Bank of England to decide on whether to raise rates

Kelvin Reese
May 13, 2018

Gross domestic product (GDP) slowed sharply to 0.1%, down from 0.4% in the previous three months, as the impact of the Beast from the East compounded woes in consumer-facing and construction sectors.

Bank Rate will instead rise to 0.75 percent in August, medians in the poll said, and then to 1.0 percent in the second quarter of 2019, just after Britain is scheduled to leave the European Union. Britain's economy grew more slowly than most of its peers a year ago, after a Brexit-driven jump in inflation hit consumer spending power and some businesses delayed long-term investment.

Mark Carney said the Bank of England still intends to deliver "modest" tightening after an unexpected economic slowdown derailed an interest-rate hike that investors had anticipated as soon as this month.

Experts had thought the Monetary Policy Committee would vote to put this up to 0.75 per cent this week, with members Ian McCafferty and Michael Saunders having argued of the need to react to inflationary pressures at the last meeting in March.

But late last month, data started to raise doubts.

The bank governor's guidance on the path for interest rates has repeatedly been knocked off course by surprises in the economy, hence the accusation of unreliability from a lawmaker.

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"If the forecasts are right then expect interest rates to remain lower for longer as United Kingdom growth lags the rest of the world, inflation subsides and Brexit clouds remain. With rates still rooted at emergency levels, this is one of the challenges faced by the Bank and how it chooses to deal with this will be key to the success of the United Kingdom economy in coming years". Their forecasts for the year were reduced principally to take into account the lower than expected performance that has already been and gone - growth predictions for subsequent years remain unchanged.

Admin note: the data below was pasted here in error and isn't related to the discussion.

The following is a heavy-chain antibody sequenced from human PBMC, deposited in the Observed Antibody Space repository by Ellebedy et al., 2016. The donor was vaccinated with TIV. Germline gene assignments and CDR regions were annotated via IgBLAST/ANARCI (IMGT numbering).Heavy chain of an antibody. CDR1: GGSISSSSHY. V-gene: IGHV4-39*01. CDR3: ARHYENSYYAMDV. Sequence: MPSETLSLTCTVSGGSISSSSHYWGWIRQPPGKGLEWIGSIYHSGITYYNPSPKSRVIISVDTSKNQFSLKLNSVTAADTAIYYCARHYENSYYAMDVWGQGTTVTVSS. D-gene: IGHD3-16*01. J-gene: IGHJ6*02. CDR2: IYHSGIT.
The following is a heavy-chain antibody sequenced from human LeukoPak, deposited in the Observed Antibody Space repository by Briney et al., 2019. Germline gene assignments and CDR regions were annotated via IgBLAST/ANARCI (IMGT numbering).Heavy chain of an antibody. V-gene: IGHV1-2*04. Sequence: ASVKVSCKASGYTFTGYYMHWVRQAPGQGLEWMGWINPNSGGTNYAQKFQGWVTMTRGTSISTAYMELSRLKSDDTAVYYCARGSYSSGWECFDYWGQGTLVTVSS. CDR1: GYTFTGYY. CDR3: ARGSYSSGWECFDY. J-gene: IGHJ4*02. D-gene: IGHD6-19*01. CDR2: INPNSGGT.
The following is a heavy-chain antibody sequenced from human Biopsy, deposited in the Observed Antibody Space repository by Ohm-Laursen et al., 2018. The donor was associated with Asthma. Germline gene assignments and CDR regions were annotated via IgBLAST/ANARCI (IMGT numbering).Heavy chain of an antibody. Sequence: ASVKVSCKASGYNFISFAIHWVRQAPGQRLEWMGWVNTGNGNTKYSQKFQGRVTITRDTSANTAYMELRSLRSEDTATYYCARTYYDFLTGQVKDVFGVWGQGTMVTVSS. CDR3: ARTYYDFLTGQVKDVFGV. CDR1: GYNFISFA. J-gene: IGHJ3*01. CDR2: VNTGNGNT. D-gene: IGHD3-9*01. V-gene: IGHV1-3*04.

"The signals from the Bank if you go back to before those outcomes was quite clear that they had the intention to hike".

Minutes of the meetings are published after the rates decision has been announced.

The Bank has described recent disappointing economic data as a "temporary soft patch", implying rates will rise in the fullness of time (with interest rates near an all time low, this is one of the safest of bets and only a question of timing). The financial markets are expecting three quarter-point increases over the next three years.

Frances Haque, Santander's United Kingdom chief economist, commented: "The MPC's decision was widely expected given the disappointing economic data for Q1 2018, with GDP growth being significantly below expectations and inflation surprising to the downside".

"We expect the data to improve in the coming months, allowing the Monetary Policy Committee to hike Bank Rate in August". The BoE said the economy would grow by 1.4 percent this year, down from the 1.8 percent it predicted in February, with slowing consumer lending and a sluggish housing market creating greater-than-usual uncertainty about consumer demand.

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